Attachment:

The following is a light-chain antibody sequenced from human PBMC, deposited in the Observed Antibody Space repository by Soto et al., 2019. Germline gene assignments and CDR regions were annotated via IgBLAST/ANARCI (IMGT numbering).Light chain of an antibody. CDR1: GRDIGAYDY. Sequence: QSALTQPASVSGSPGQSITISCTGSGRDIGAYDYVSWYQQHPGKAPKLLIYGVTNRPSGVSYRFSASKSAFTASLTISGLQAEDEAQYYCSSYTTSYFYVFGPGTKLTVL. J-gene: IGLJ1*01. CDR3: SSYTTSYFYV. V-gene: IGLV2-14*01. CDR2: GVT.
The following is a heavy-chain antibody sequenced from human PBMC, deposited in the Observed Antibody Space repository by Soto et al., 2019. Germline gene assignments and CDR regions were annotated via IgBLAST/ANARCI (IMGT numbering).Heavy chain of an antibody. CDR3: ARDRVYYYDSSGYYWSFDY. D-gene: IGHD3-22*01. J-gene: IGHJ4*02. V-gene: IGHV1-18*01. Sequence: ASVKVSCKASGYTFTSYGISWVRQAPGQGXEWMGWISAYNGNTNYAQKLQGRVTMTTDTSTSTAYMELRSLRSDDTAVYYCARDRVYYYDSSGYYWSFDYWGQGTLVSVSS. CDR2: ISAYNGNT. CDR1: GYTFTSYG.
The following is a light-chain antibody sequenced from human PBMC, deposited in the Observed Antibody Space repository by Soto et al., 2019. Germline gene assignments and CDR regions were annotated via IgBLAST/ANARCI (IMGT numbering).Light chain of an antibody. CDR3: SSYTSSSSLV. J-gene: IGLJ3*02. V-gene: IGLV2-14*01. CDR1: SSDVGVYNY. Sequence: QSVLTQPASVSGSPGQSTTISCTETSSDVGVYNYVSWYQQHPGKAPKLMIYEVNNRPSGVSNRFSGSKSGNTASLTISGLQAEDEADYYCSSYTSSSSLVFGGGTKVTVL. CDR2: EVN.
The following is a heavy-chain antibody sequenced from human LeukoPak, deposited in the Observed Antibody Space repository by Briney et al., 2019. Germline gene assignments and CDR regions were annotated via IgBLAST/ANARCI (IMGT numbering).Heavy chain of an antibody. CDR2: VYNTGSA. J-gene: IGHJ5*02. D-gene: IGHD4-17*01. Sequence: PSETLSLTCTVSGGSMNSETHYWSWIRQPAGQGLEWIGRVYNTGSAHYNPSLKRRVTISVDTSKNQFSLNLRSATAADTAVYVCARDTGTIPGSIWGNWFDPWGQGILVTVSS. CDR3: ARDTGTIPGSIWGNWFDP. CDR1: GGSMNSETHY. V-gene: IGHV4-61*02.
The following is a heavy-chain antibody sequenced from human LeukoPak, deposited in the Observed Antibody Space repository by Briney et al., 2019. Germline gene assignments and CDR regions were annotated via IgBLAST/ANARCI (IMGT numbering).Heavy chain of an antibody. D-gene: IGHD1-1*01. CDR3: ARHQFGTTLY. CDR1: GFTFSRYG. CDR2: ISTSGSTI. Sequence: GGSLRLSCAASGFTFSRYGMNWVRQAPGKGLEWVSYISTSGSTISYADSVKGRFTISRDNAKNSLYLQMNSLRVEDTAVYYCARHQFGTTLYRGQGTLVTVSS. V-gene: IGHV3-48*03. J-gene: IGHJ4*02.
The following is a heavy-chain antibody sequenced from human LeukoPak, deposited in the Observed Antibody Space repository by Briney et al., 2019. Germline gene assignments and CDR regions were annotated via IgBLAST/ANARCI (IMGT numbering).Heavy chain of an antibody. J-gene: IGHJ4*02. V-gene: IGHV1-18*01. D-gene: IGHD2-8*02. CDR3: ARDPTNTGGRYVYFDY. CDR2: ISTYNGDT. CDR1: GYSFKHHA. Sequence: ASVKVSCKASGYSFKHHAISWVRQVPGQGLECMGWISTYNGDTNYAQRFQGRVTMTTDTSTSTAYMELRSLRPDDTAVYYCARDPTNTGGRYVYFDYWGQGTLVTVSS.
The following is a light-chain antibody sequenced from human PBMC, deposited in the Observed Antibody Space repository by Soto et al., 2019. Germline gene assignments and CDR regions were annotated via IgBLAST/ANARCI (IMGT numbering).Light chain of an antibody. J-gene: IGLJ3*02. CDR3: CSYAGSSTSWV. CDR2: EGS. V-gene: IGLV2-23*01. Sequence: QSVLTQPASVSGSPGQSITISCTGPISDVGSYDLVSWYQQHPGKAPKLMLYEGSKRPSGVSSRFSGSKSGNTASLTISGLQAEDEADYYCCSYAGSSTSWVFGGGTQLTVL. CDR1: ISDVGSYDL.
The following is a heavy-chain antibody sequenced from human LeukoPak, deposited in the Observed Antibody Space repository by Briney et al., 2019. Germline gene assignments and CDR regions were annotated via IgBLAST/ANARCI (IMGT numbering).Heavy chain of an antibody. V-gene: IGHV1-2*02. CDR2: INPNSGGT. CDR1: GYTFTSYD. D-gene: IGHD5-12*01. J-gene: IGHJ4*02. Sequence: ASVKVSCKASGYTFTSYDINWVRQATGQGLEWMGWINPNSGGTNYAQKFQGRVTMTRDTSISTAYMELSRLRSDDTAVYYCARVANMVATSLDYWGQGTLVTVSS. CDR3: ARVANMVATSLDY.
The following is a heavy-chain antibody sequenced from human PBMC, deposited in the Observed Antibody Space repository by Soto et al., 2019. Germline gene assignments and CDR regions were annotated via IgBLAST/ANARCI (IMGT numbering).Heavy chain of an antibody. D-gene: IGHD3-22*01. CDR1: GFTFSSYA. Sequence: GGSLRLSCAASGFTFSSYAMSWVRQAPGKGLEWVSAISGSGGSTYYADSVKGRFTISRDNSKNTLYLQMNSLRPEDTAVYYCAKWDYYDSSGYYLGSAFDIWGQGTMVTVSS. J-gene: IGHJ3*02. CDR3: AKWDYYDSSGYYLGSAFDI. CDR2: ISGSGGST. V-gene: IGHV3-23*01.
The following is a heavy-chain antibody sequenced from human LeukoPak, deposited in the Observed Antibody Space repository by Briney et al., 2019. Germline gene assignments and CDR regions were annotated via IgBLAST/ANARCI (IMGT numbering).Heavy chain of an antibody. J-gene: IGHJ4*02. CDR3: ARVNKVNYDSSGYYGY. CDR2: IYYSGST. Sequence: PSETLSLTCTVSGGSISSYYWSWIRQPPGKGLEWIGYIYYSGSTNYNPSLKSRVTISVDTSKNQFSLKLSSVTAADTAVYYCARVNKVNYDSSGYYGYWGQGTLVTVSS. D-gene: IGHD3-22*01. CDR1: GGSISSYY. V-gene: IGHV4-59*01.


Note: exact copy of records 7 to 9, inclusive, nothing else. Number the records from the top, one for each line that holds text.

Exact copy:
The following is a light-chain antibody sequenced from human PBMC, deposited in the Observed Antibody Space repository by Soto et al., 2019. Germline gene assignments and CDR regions were annotated via IgBLAST/ANARCI (IMGT numbering).Light chain of an antibody. J-gene: IGLJ3*02. CDR3: CSYAGSSTSWV. CDR2: EGS. V-gene: IGLV2-23*01. Sequence: QSVLTQPASVSGSPGQSITISCTGPISDVGSYDLVSWYQQHPGKAPKLMLYEGSKRPSGVSSRFSGSKSGNTASLTISGLQAEDEADYYCCSYAGSSTSWVFGGGTQLTVL. CDR1: ISDVGSYDL.
The following is a heavy-chain antibody sequenced from human LeukoPak, deposited in the Observed Antibody Space repository by Briney et al., 2019. Germline gene assignments and CDR regions were annotated via IgBLAST/ANARCI (IMGT numbering).Heavy chain of an antibody. V-gene: IGHV1-2*02. CDR2: INPNSGGT. CDR1: GYTFTSYD. D-gene: IGHD5-12*01. J-gene: IGHJ4*02. Sequence: ASVKVSCKASGYTFTSYDINWVRQATGQGLEWMGWINPNSGGTNYAQKFQGRVTMTRDTSISTAYMELSRLRSDDTAVYYCARVANMVATSLDYWGQGTLVTVSS. CDR3: ARVANMVATSLDY.
The following is a heavy-chain antibody sequenced from human PBMC, deposited in the Observed Antibody Space repository by Soto et al., 2019. Germline gene assignments and CDR regions were annotated via IgBLAST/ANARCI (IMGT numbering).Heavy chain of an antibody. D-gene: IGHD3-22*01. CDR1: GFTFSSYA. Sequence: GGSLRLSCAASGFTFSSYAMSWVRQAPGKGLEWVSAISGSGGSTYYADSVKGRFTISRDNSKNTLYLQMNSLRPEDTAVYYCAKWDYYDSSGYYLGSAFDIWGQGTMVTVSS. J-gene: IGHJ3*02. CDR3: AKWDYYDSSGYYLGSAFDI. CDR2: ISGSGGST. V-gene: IGHV3-23*01.